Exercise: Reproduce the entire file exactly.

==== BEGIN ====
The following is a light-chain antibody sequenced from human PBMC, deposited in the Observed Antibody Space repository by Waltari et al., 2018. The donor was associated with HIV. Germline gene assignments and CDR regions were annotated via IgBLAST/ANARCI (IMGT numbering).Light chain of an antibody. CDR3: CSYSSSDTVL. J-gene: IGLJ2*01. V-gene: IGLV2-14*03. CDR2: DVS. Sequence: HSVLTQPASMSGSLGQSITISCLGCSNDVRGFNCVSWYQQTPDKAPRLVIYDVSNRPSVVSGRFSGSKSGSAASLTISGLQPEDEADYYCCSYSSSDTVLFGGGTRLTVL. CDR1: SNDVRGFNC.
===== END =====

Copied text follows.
The following is a light-chain antibody sequenced from human PBMC, deposited in the Observed Antibody Space repository by Waltari et al., 2018. The donor was associated with HIV. Germline gene assignments and CDR regions were annotated via IgBLAST/ANARCI (IMGT numbering).Light chain of an antibody. CDR3: CSYSSSDTVL. J-gene: IGLJ2*01. V-gene: IGLV2-14*03. CDR2: DVS. Sequence: HSVLTQPASMSGSLGQSITISCLGCSNDVRGFNCVSWYQQTPDKAPRLVIYDVSNRPSVVSGRFSGSKSGSAASLTISGLQPEDEADYYCCSYSSSDTVLFGGGTRLTVL. CDR1: SNDVRGFNC.